Ironworker Management Progressive Action Cooperative Trust

Expanding Job Opportunities for Ironworkers and their Contractors

The off the Job accident program has been a God's send for our injured members and helps them from digging a financial hole. There is a process  of educating the members, following up with the paperwork to the Trust Fund, insuring the member is paid. This extra time is on behalf of the Business Manager but it is worth it.

Michael L. Baker
Iron Workers District Council of North Central States




Akwesasne celebrates its ironworking history

<p>Akwesasne ironworker Mike Cook races to the top of a 30-foot girder during the column climb competition at the Ironworkers Festival on Saturday July 21, 2018 in Akwesasne, N.Y. </p><p> Alan S. Hale/Cornwall Standard-Freeholder/Postmedia Network

Akwesasne ironworker Mike Cook races to the top of a 30-foot girder during the column climb competition at the Ironworkers Festival on Saturday July 21, 2018 in Akwesasne, N.Y. (Alan S. Hale/Cornwall Standard-Freeholder/Postmedia Network)

AKWESASNE - Being an ironworker is not a career that gets a lot of glorification in the way that other professions such doctors, nurses, firefighters, police officers, engineers, business executives, and teachers do. Even Superman has a day job as a journalist, not an ironworker.

But Akwesasne has hosted one of only two events in the entire United States dedicated to giving ironworkers their due: the Akwesasne Ironworkers Festival, which was held in the parking lot of the Akwesasne Mohawk Casino Resort on Saturday. The only other event of its kind is held in Mackinaw City, Mich.

"The original event was held in Turningstone down in New York, but after that, it was moved to Akwesasne. This is the 16th annual festival," said Benjamin Herne, casino special event manager and organizer of the festival for eight years. "This is a way for us to honour and pay tribute to the Mohawk ironworkers' skill and aptitude in this business.

Ironworkers are the tradesmen who put together the metal superstructure of most modern large buildings by hoisting and connecting iron girders using rivets. It's a vital job on any major construction project, but it is done at very high altitudes depending on the building and can be very dangerous. It's also something that forms close-knit communities and employs multiple generations of some families.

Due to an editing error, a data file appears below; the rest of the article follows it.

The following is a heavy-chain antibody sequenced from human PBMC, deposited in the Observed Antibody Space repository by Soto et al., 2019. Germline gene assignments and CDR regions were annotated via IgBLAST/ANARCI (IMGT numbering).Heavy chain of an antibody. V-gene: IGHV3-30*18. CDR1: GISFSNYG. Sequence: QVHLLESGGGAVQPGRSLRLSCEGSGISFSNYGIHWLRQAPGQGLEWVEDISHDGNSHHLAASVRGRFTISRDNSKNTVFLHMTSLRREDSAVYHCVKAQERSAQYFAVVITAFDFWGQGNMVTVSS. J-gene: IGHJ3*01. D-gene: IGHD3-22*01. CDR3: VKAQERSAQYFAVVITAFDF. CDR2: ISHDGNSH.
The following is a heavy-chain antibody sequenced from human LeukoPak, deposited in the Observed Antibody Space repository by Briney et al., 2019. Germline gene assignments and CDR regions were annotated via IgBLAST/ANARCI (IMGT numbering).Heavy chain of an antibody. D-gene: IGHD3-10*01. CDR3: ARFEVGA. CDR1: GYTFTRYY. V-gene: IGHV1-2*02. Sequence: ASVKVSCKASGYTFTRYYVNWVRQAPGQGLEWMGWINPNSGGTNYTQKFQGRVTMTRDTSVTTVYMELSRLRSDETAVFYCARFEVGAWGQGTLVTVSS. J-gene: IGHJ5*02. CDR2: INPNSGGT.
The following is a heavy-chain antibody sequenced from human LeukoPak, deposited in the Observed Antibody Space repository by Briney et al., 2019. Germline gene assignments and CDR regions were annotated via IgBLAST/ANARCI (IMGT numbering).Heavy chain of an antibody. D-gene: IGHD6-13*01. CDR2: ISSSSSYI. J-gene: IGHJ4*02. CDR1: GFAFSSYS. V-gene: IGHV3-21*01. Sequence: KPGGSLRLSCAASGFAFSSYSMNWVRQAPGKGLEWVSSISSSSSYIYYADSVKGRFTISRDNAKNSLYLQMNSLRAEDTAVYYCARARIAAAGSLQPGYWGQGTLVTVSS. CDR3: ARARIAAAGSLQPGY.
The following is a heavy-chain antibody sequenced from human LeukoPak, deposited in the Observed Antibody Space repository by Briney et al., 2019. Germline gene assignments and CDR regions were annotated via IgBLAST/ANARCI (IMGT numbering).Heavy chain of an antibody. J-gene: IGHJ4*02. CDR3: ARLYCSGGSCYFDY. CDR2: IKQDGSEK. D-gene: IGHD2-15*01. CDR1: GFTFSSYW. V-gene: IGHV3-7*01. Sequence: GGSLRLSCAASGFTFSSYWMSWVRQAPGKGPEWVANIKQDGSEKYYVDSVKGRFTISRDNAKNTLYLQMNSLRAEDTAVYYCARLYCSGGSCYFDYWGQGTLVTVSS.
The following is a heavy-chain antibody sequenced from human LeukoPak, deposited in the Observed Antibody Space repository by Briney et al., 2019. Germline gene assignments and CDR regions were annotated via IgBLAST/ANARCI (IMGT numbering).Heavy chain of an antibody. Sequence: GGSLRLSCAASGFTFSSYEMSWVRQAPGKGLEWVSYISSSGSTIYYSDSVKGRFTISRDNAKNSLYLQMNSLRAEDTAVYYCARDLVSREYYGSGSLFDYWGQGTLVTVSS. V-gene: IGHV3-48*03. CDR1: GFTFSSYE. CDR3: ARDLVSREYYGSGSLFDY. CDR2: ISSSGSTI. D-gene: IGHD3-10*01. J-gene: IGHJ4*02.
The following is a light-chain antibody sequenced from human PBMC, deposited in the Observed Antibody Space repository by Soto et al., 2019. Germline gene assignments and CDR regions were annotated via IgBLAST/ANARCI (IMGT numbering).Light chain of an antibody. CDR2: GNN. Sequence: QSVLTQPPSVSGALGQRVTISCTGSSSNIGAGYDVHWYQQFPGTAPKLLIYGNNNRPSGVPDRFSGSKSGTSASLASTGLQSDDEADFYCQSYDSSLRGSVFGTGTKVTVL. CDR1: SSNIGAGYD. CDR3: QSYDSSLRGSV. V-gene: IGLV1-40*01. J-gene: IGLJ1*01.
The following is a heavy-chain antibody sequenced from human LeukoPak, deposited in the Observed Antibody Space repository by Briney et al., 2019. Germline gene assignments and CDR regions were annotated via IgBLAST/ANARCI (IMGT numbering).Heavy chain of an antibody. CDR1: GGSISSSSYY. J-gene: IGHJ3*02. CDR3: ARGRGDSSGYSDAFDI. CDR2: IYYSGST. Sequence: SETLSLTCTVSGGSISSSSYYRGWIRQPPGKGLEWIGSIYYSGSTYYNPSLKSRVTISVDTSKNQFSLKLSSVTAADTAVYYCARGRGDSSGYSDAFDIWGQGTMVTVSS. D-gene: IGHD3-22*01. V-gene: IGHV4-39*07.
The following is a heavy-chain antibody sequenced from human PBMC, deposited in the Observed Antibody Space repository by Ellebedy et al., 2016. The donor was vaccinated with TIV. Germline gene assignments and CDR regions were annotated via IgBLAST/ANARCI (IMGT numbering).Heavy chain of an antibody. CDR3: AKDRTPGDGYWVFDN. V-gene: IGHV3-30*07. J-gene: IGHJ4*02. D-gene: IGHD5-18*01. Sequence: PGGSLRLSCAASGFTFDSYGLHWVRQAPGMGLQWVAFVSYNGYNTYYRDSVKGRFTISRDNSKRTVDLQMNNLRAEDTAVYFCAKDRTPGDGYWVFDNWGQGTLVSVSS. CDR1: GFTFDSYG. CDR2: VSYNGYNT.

The industry also has a long history in Akwesasne, because multiple generations of Mohawk men and now women have left the community to work as ironworkers in places like Buffalo and New York City over the decades to support their families. This includes the family of Mike Cook, who is a regular attendee and competitor at the festival.

"It's beautiful, I come every year," said Cook. "My grandfather, my father, and my brother are all ironworkers. It runs in the family."

For many decades, Mohawk ironworkers have been prized by the construction industry for their dedication and their reputation for fearlessness in the face of the staggering heights they worked at. Mohawks helped build the World Trade Centre, assisted in clearing it away after its destruction, and then worked on building the new one.

Akwesasne ironworkers were also key to the construction of the old high-level bridge in the late 1950s and early 1960s that spanned the north channel, along with its demolition — work that involved ironworkers cutting the trusses into manageable pieces that were mostly lowered to the ground by crane.

The twin towers featured prominently on the crest printed on the backs of the t-shirts handed out at the festival, which also included for the first time the image of a female ironworker to recognize the increasing number of Mohawk women entering the trade.

The festival itself was a very chill affair. People sat under a canopy and ate Indian tacos while listening to a Mohawk band play the blues and cover favourite songs from years past. Outside the canopy, there were some vendors selling trinkets and food. There were also the Ironworker challenges.

Organizers had set up several different competitions where ironworkers could see who was best at the skills of their trade. Only real ironworkers could take part in the challenges and had to prove it by being a member of one of the union locals.

There was a beam walk where contestants balanced across a girder. There was also a rivet tossing where one contestant used tongs to toss an iron rivet to their partner high up on a scaffold waiting to catch it in a metal cone.

The real showstopper was the column climb, where contestants had to climb up a girder planted vertically in the ground to ring the bell at the top – 30 feet up.

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